Hormones, vital chemical messengers produced by the body's endocrine glands, play a central role in regulating diverse bodily functions, including mood and stress responses. Various hormone imbalances have been linked to an elevated risk of GAD. These include thyroid hormone imbalances, where overactive (hyperthyroidism) or underactive (hypothyroidism) thyroid glands can disrupt mood regulation; cortisol imbalances, where chronic stress or excessive cortisol release from conditions like Cushing's syndrome can heighten anxiety; sex hormone imbalances, such as estrogen and testosterone fluctuations in women and men, contributing to mood changes; adrenal hormone imbalances, as observed in adrenal fatigue or Addison's disease, impacting stress management; and insulin and blood sugar imbalances, seen in diabetes or insulin resistance, potentially leading to irritability, nervousness, and concentration difficulties. (21)

Nutrient deficiencies can contribute to GAD by affecting the functioning of the brain and the body's ability to regulate stress and mood. Various vitamins, minerals, and other nutrients are important in supporting brain health, neurotransmitter function, and hormone signaling. A lack of these essential nutrients can lead to physiological and chemical imbalances that may contribute to the development or exacerbation of GAD symptoms. B vitamins, particularly B6, B12, and folate, are critical for synthesizing and regulating neurotransmitters; deficiencies in these B vitamins can disrupt the delicate balance of neurotransmitters, potentially leading to heightened anxiety and other mood disturbances. Some nutrient deficiencies, such as low levels of antioxidants and omega-3 fatty acids, can increase oxidative stress and inflammation in the body. Chronic inflammation has been linked to changes in brain chemistry and function, which may contribute to anxiety and other mental health issues. Magnesium, zinc, and iron are involved in energy production and oxygen transport to the brain. Deficiencies in these nutrients can lead to reduced energy levels, cognitive impairments, and a decreased ability to cope with stress. (12

Dysbiosis, an imbalance in gut microbiota, may contribute to GAD by affecting neurotransmitter production, triggering inflammation and immune responses, disrupting hormonal regulation, altering gut-brain communication, influencing metabolites and brain function, and impacting the stress response system. The gut-brain connection plays a key role in mental health, and dysbiosis can potentially exacerbate anxiety symptoms through these mechanisms. (4)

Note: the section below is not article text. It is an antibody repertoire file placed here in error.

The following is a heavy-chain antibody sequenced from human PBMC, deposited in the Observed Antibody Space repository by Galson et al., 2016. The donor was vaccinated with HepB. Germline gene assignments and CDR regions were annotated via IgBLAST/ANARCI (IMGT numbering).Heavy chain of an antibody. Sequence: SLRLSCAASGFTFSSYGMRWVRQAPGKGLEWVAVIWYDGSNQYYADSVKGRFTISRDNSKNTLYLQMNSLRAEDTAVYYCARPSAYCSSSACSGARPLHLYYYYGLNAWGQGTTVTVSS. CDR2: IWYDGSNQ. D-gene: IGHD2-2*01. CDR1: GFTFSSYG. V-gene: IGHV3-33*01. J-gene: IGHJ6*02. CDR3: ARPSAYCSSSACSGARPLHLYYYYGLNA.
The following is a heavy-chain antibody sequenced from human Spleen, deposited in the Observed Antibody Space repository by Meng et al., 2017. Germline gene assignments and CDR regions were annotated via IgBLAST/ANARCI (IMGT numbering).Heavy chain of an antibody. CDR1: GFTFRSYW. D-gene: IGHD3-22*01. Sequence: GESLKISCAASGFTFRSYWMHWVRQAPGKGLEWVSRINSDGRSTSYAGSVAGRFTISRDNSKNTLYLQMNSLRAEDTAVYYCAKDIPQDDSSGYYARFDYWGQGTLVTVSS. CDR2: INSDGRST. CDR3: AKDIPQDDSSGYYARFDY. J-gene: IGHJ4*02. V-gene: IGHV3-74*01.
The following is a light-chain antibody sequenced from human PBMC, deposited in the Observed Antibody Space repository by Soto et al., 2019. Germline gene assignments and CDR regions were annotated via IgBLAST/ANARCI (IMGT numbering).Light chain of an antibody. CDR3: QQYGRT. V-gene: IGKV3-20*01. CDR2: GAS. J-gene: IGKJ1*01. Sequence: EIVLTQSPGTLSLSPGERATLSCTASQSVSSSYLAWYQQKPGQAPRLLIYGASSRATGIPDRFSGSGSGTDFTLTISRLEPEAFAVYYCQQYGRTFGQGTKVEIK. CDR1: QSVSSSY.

Evidence suggests that a family history of anxiety disorders can increase the risk of developing GAD. Meta-analytical studies have concluded that GAD is a heritable condition with a moderate genetic risk (a calculated heritability of approximately 30%). Genetic variations that influence the body's ability to digest, methylate, modulate inflammation, and regulate metabolism can make one more prone to anxiety (4).  

Lifestyle & Environmental Factors

Lifestyle and environmental factors can significantly influence the development and course of GAD. 

High levels of chronic stress or significant life events can trigger or exacerbate GAD. Ongoing stressors, such as work pressure, relationship difficulties, or financial problems, can contribute to the development of anxiety symptoms. The modern work environment, characterized by high demands, tight deadlines, interpersonal challenges, and uncertainty, can contribute to developing and exacerbating anxiety symptoms. Excessive exposure to negative news, social media, and digital devices can contribute to heightened anxiety by fostering comparison, information overload, and a sense of constant connectivity.